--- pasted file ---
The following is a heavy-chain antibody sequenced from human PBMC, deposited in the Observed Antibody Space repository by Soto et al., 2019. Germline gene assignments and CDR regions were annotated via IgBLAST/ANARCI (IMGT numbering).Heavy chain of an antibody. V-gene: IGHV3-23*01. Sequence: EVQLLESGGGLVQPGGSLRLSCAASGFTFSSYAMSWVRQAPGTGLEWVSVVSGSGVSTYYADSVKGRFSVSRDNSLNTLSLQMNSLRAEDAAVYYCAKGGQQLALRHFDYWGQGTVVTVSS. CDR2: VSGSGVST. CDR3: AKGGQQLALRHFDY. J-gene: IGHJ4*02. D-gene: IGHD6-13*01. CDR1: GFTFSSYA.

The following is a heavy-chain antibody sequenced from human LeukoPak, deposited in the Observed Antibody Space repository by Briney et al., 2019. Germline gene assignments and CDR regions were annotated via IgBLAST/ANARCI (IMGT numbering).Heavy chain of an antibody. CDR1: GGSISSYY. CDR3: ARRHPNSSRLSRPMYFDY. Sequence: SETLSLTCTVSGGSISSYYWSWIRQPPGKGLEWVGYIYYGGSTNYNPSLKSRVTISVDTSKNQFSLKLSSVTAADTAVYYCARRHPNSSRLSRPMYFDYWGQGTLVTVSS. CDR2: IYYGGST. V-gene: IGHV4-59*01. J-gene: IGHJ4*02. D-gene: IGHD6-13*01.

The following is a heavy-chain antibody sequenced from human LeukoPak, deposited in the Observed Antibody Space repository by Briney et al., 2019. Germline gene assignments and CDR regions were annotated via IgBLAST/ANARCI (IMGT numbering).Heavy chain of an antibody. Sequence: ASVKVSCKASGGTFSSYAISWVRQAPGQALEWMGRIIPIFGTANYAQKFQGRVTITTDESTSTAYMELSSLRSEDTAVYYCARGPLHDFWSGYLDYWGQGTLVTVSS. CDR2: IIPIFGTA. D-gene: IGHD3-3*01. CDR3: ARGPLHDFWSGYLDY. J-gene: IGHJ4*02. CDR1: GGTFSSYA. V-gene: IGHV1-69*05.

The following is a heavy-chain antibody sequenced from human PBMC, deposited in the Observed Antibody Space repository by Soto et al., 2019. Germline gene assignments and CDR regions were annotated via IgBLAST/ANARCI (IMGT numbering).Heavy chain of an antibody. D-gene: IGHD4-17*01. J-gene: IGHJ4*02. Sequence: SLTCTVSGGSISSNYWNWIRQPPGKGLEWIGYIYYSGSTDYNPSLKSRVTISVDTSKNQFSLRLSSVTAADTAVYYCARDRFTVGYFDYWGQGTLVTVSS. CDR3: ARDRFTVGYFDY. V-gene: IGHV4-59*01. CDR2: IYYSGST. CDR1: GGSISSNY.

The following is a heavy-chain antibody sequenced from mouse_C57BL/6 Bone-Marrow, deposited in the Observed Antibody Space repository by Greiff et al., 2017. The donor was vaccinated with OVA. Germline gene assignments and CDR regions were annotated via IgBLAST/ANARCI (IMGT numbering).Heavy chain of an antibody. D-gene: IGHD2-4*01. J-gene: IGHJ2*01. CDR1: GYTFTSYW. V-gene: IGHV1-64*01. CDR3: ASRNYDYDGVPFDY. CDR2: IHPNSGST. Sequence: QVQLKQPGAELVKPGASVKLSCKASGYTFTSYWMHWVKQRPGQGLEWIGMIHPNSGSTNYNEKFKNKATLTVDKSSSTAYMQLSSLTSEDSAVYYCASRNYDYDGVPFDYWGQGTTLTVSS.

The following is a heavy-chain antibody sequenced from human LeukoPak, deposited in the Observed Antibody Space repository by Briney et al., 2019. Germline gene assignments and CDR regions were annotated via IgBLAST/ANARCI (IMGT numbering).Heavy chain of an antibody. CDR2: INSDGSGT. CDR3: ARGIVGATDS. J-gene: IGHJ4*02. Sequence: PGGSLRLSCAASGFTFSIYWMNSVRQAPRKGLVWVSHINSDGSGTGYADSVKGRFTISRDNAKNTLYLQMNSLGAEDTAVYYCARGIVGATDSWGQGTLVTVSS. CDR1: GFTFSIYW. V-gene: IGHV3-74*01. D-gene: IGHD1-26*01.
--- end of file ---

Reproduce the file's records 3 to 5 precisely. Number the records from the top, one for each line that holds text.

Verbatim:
The following is a heavy-chain antibody sequenced from human LeukoPak, deposited in the Observed Antibody Space repository by Briney et al., 2019. Germline gene assignments and CDR regions were annotated via IgBLAST/ANARCI (IMGT numbering).Heavy chain of an antibody. Sequence: ASVKVSCKASGGTFSSYAISWVRQAPGQALEWMGRIIPIFGTANYAQKFQGRVTITTDESTSTAYMELSSLRSEDTAVYYCARGPLHDFWSGYLDYWGQGTLVTVSS. CDR2: IIPIFGTA. D-gene: IGHD3-3*01. CDR3: ARGPLHDFWSGYLDY. J-gene: IGHJ4*02. CDR1: GGTFSSYA. V-gene: IGHV1-69*05.

The following is a heavy-chain antibody sequenced from human PBMC, deposited in the Observed Antibody Space repository by Soto et al., 2019. Germline gene assignments and CDR regions were annotated via IgBLAST/ANARCI (IMGT numbering).Heavy chain of an antibody. D-gene: IGHD4-17*01. J-gene: IGHJ4*02. Sequence: SLTCTVSGGSISSNYWNWIRQPPGKGLEWIGYIYYSGSTDYNPSLKSRVTISVDTSKNQFSLRLSSVTAADTAVYYCARDRFTVGYFDYWGQGTLVTVSS. CDR3: ARDRFTVGYFDY. V-gene: IGHV4-59*01. CDR2: IYYSGST. CDR1: GGSISSNY.

The following is a heavy-chain antibody sequenced from mouse_C57BL/6 Bone-Marrow, deposited in the Observed Antibody Space repository by Greiff et al., 2017. The donor was vaccinated with OVA. Germline gene assignments and CDR regions were annotated via IgBLAST/ANARCI (IMGT numbering).Heavy chain of an antibody. D-gene: IGHD2-4*01. J-gene: IGHJ2*01. CDR1: GYTFTSYW. V-gene: IGHV1-64*01. CDR3: ASRNYDYDGVPFDY. CDR2: IHPNSGST. Sequence: QVQLKQPGAELVKPGASVKLSCKASGYTFTSYWMHWVKQRPGQGLEWIGMIHPNSGSTNYNEKFKNKATLTVDKSSSTAYMQLSSLTSEDSAVYYCASRNYDYDGVPFDYWGQGTTLTVSS.